Nonparametric Statistical Tests using Python: An Introductory Tutorial

Dr. Soumen Atta, Ph.D.
8 min readApr 8, 2022
Nonparametric Statistical Tests using Python: An Introductory Tutorial

This is a beginner-friendly introductory tutorial on nonparametric statistical tests using Python. Nonparametric tests in statistics are methods of statistical analysis that do not require the data to be normally distributed. Due to this reason, these types of tests are sometimes called distribution-free tests. Note that in this tutorial we are not going to discuss the theoretical details of these nonparametric statistical tests. Rather, we will discuss when and how to use these tests using Python. In addition, this tutorial assumes that the readers have a working knowledge of Python programming language. In this tutorial, we will use the SciPy (pronounced “Sigh Pie”) Python package used for mathematics, science, and engineering applications. SciPy is open-source.

In this tutorial, we discuss four nonparametric statistical tests. They are as follows:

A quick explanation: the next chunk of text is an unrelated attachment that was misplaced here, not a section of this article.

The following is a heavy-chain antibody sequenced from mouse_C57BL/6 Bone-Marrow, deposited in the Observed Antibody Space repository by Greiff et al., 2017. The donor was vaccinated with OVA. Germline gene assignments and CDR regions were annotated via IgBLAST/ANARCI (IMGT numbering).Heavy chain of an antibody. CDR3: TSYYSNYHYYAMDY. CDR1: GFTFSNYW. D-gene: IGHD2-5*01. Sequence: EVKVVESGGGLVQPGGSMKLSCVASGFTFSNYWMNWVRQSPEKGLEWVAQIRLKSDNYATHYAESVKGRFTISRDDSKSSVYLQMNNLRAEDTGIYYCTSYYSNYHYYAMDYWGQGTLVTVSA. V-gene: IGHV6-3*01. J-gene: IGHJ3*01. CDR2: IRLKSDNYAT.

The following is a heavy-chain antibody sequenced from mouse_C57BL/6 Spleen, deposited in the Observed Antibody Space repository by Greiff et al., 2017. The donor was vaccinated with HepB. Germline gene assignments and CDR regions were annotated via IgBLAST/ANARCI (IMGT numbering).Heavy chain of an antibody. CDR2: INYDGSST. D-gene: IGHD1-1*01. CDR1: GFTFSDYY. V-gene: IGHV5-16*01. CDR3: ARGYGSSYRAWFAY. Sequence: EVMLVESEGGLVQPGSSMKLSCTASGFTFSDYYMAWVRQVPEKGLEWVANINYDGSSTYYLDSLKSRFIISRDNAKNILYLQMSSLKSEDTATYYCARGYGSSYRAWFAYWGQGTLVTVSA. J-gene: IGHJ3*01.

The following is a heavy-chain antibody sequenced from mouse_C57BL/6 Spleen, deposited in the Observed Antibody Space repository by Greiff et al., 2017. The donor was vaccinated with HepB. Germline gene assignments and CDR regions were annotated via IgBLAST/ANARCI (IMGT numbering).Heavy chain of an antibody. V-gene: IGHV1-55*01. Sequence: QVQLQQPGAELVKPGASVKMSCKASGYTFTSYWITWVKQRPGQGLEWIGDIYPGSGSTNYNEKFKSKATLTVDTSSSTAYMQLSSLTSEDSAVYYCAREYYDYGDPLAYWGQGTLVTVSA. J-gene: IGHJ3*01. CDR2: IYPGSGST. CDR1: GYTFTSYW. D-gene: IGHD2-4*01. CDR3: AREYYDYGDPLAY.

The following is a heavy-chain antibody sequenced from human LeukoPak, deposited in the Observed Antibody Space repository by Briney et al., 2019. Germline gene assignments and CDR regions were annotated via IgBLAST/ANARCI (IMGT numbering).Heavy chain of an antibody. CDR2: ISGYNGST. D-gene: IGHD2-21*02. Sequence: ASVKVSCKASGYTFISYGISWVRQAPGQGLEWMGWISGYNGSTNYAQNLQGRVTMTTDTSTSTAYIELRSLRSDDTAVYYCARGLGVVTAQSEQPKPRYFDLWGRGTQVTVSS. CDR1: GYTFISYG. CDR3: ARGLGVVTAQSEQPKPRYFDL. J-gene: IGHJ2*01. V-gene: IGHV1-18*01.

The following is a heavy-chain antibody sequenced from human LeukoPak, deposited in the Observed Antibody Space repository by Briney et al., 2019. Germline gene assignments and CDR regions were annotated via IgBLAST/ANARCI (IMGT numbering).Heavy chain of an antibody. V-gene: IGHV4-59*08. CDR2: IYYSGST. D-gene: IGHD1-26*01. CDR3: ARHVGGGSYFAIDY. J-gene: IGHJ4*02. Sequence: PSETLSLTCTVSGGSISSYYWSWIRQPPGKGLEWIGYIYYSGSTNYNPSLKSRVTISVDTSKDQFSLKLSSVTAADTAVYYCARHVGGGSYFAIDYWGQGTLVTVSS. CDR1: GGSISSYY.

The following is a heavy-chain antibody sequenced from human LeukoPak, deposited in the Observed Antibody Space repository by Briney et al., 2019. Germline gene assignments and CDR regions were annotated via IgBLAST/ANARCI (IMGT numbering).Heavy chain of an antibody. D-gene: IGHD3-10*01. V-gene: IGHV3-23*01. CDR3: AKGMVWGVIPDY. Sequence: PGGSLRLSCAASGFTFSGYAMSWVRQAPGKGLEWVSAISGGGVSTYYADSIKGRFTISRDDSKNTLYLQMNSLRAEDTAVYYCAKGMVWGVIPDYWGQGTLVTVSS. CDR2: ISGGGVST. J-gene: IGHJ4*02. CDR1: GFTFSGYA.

1. Mann-Whitney U Test,
  2. Wilcoxon Signed-Rank Test,
  3. Kruskal-Wallis H Test and
  4. Friedman Test.

Mann-Whitney U Test

This test is used to check whether the distributions of two independent samples are equal or not. This test is also known as the Mann-Whitney U rank test which is applicable to two independent samples.

We can apply Mann-Whitney U Test if and only if the following assumptions are followed by the sample data:

  • observations in each sample are independent and identically distributed (iid),
  • observations in each sample can be ranked.

This test checks the null hypothesis (H0) against the alternative hypothesis (H1), and they are as follows:

  • H0: the distributions of both samples are equal,
  • H1: the distributions of both samples are not equal.

Here, we use the Mann-Whitney U test in Python using the mannwhitneyu() SciPy function. The function takes the two data…

Dr. Soumen Atta, Ph.D.

Assistant Professor, Center for Information Technologies and Applied Mathematics, School of Engineering and Management, University of Nova Gorica, Slovenia